preview

Causes Of German Imperialism

Decent Essays
Differing interpretations Fischer, Taylor and McMeekin all have different views on the extent to which German imperialism was the predominant cause of the First World War. Fischer argues that German imperialism bears the onus for the Great War, as he concluded that they had gone to war to achieve European and worldwide domination. He states that Germany had ‘confidence in the invincibility of her military strength,’ implying that Germany had been building up their forces. This indicates Germany must have already been preparing for war, strengthening her army until she saw that both France and Russia were ‘militarily weak’ in comparison - to the extent that German elites believed they would remain somewhat unhindered in their continuation of ‘aggressive intentions.’ This is significant for several reasons. First, it was controversial as these ideas challenged the pre-existing general consensus of historians’ outlook since the 1930s: that all involved European nations shared a collective war-guilt from the First World War. Fischer rejects this view. He references a document written by Bethmann’s private secretary on 9 September 1914, outlining the Chancellor’s plan for peace negotiations which he anticipated would soon take place, as according to the September Programme. Fischer extrapolated that these detailed plans (that already had the support of the wider political nation in Germany) must have existed in August and July, and that this was indication towards Germany’s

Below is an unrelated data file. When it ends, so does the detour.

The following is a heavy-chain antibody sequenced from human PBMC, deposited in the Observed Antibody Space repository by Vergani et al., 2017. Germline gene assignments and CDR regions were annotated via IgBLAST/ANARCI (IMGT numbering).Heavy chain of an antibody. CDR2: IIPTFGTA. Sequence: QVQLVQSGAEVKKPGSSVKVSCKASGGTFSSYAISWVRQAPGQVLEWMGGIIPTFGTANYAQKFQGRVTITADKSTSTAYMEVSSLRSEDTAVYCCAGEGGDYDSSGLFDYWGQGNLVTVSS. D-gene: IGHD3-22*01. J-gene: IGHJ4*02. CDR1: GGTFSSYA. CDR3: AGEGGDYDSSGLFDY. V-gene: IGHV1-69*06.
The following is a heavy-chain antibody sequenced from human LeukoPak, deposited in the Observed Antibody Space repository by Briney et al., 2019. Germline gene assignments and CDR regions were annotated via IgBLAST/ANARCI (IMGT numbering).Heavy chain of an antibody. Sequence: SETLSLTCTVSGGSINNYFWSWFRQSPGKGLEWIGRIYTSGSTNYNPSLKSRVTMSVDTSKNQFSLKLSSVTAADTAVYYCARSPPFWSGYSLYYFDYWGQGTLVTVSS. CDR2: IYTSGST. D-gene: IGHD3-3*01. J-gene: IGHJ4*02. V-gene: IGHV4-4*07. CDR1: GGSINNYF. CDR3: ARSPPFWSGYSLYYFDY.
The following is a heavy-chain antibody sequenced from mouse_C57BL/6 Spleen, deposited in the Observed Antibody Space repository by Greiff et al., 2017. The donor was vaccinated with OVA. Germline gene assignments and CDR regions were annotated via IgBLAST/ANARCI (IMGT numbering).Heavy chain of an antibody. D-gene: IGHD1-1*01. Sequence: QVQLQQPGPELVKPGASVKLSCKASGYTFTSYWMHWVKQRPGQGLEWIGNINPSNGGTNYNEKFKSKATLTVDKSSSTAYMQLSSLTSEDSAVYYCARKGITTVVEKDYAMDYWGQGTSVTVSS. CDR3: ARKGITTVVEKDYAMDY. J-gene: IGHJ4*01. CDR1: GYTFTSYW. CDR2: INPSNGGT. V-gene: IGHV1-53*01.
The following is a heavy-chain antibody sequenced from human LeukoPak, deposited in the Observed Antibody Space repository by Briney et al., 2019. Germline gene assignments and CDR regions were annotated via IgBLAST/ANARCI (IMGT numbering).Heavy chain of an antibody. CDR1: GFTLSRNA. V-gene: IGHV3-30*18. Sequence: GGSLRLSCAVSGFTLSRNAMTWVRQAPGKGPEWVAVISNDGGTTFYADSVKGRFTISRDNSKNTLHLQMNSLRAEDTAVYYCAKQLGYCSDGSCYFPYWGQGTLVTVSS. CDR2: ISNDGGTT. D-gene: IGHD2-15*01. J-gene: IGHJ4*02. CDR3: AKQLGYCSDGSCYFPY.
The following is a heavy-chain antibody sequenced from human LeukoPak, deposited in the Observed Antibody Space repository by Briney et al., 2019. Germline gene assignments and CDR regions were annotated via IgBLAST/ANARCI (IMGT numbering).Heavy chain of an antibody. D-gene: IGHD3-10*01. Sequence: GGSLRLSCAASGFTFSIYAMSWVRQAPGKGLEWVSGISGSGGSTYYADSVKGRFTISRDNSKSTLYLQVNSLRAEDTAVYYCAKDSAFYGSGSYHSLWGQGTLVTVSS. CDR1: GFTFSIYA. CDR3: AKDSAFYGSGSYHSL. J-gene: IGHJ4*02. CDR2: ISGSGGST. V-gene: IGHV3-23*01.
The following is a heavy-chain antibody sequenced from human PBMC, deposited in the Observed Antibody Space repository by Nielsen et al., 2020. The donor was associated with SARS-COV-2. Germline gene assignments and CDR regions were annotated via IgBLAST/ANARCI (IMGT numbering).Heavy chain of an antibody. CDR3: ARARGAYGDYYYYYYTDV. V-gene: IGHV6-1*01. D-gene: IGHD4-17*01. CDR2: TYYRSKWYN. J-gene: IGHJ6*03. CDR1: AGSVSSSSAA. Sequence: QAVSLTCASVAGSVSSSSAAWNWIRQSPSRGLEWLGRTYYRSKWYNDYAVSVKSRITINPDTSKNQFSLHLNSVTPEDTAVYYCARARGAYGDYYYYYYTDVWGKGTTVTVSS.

Get Access